Sep 3, 2017
244 Views

“Longstaff is too good for League One” – Three things learnt from Blackpool 1-0 Wimbledon

Written by

Whilst World Cup qualifiers have given English football’s top two tiers the week off, the lower leagues continued with almost full sets of fixtures.

One of League One’s ten matches over the weekend saw AFC Wimbledon lose to one of the division’s newly promoted sides Blackpool.

The Seasiders have made a good start to the season, having won three and lost one of their opening five games, exceeding expectations as one of the favourites for relegation. Interestingly, they have so far out performed all three of Doncaster Rovers, Plymouth Argyle and Portsmouth, who were promoted ahead of them from League Two.

Wimbledon have now lost three of their league games and are one of four clubs currently sat just a single point above relegation at this early stage.

Here are three things that The Boot Room learnt from the game:

Sean Longstaff is too good for League One

Signed on loan from Newcastle United, Sean Longstaff has hit the ground running in Tangerine. The 19-year-old netted the winner on Saturday and now has four goals from as many starts in the league, proving instrumental in all three of Blackpool’s home victories.

READ MORE:  “Morata could eclipse Costa” – Three things learnt from Stoke City 0-4 Chelsea

The scoring record, despite being over a short period, is remarkable for a midfielder, particularly one so young. Not only has he been finding the net, but he has done so in style and Saturday was no different.

Following a long-ball from goalkeeper Ryan Allsopp and a flick-on, Longstaff collected the ball and charged into Wimbledon’s penalty area, holding off three defenders and swivelling to find the bottom corner.

Seeing Longstaff on the score sheet was no surprise and the effort was a worthy follow-up to his successive League One goal of the week’s – both thunderous strikes from range.

Blackpool are solid at home

Blackpool have now played three times at home this season, securing a maximum nine points and conceding just once in the process. Although two of the wins, including Saturday’s, have been 1-0 score lines, they showed against Wimbledon an ability to dominate a game.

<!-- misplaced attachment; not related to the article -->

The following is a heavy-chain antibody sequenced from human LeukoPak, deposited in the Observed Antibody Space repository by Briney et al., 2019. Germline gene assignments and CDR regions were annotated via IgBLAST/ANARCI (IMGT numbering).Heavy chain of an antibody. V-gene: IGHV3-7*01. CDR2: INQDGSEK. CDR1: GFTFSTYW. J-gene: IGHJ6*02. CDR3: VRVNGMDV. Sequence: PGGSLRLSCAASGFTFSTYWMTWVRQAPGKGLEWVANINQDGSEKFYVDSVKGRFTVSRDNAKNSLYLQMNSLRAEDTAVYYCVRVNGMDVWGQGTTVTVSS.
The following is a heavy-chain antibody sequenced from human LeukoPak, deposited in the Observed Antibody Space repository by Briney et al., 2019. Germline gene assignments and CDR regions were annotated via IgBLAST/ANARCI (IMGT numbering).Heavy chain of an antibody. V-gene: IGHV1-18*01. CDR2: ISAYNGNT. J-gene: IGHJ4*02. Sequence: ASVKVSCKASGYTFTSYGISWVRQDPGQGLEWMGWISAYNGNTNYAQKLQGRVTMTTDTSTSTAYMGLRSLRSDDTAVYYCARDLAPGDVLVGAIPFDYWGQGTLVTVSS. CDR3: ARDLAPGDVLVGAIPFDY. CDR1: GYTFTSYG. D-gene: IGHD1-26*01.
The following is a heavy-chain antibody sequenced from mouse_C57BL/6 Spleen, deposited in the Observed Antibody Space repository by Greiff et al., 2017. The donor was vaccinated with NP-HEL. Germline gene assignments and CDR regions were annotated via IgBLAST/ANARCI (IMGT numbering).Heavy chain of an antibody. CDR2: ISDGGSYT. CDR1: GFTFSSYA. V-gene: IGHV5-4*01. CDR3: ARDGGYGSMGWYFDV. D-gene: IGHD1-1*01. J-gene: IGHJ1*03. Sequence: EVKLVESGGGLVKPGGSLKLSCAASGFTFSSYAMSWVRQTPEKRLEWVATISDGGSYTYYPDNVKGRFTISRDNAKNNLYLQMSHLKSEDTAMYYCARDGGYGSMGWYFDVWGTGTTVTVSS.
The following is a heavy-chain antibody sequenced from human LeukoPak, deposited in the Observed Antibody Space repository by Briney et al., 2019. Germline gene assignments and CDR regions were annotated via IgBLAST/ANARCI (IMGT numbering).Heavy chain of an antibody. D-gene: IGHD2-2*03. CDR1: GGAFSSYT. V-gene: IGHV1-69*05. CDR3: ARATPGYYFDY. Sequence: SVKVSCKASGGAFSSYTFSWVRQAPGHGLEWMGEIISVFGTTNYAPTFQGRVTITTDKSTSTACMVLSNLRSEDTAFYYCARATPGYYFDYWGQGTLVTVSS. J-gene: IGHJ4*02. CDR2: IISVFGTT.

Aside from a brilliant Allsopp save to deny Cody McDonald at the end of the first-half, the Dons rarely threatened and found themselves restricted to few opportunities.

READ MORE:  "Christian Eriksen is Spurs' best player" - Three things learnt from West Ham 2-3 Tottenham

On the other hand, Blackpool were unfortunate not to score at least a second and were denied by the post a couple of times in the second-half. In failing to double their lead the Tangerines highlighted an inability to kill games off, which could prove detrimental in the future.

Wimbledon can execute a plan

Despite the home side’s wasteful dominance in the second half, the first 45 minutes offered little entertainment from either side, partly due to Wimbledon’s effective closing down.

It was clear that they had prepared to have less possession, but knew how to stifle a Blackpool midfield which struggles from a lack of creativity –  something made worse by the departures of Brad Potts and Bright Osayi-Samuel.

The Tangerines were frequently forced into careless misplaced passes, confined into the middle third of the pitch and found themselves out numbered during efforts to advance on the wings.

In fact, the best chance of the half (by some distance) fell to Wimbledon, who could have led at the break from a well-disciplined performance.

READ MORE:  Three talking points as Watford’s new boys come up trumps against Swansea

It was only after conceding that the side imploded. Nadjim Abdou received a straight red-card for an unnecessary two-footed challenge just minutes after going behind. His departure marked the end of Wimbledon’s competitiveness in the match.

Article Categories:
AFC Wimbledon · Blackpool · Match Reaction

Joe is a suffering Blackpool fan. Having banned himself from matches in protest at England's worst club owners; he now watches any other game, often writing about them here for The Boot Room.